Great fun for everyone and worth the time, especially if you think you have the chops to create an epic starcraft that can take on the perils of space! If you fall in love with this game, like I have, there are several expansions to feed your need OR you can by the Big Box Anniversary Edition.

Time: 90 minutes       Suggested Age: 12+

Space Alert (2008)

Did Galaxy Trucker sound like a blast to you?  How about The Captain Is Dead? Well, I sure hope so, because Space Alert is a second dose of spaceship madness from the brilliant Vlaada Chvatil (Galaxy Trucker) and the second game where players are on a team as the crew of a ship in dire circumstances. Is there any other way to exist on a ship?

Space Alert takes the real time aspect of Galaxy Trucker and ramps it up a bit as the game is strictly confined to a 10 minute timer in the form of one of several mission narratives on the CD (or app). This additional component is filled with audio cues and high stakes drama.  Space Alert takes the crew of a ship on a dangerous journey of a hyperspace jump into an unfamiliar sector of space where they find trouble in the form of monstrous aliens, critical malfunctions, and enemy warships. The ship's computer announces one terrible thing after another.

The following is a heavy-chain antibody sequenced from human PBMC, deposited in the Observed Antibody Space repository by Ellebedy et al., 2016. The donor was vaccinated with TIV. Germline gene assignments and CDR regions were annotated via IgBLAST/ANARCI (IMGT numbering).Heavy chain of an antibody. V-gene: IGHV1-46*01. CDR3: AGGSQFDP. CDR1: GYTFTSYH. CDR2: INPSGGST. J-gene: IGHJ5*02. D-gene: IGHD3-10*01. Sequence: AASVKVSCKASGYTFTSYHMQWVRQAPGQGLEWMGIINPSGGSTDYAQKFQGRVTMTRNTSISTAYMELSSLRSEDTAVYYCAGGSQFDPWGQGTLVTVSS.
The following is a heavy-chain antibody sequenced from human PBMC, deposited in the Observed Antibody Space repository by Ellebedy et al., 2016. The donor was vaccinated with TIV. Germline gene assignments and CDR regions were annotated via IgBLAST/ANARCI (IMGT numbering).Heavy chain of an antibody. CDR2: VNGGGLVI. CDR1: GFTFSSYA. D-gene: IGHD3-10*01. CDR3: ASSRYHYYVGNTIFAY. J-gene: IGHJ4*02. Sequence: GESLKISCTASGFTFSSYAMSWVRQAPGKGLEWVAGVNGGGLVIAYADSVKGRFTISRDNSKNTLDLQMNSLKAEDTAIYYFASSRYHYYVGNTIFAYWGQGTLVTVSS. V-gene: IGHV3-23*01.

The players man various stations in a panic to complete the tasks necessary to get them out of this sticky situation alive. It is our own anxiety of the real-time aspect that drives us into a literal panic, instead of it being a mock feeling that we feign based on the mere drawing of a card. Depending on the difficulty level that you choose, your panic could run from mere "uh-oh" to "Oh my god we're all gonna die!"

Like The Captain is Dead, your objective is to survive until you can jump the heck back home and find safety away from the insanity! Lucky for the crew, damage is mainly being done to the ship, so you really just need to get your ship home.

Typically a full run takes about 30 minutes, but that's taking into account setting everything up and also the evaluation at the end of the game. As mentioned above, the mission itself lasts about 10 minutes.

Another game that involves 1-5 players and is best played with an actual crew of people! My recommendation is about 4, but trying it at all levels with different amounts of players provides value for replay. A unique and diverse game that is worth adding to your collection of tabletop games, regardless of your gaming level.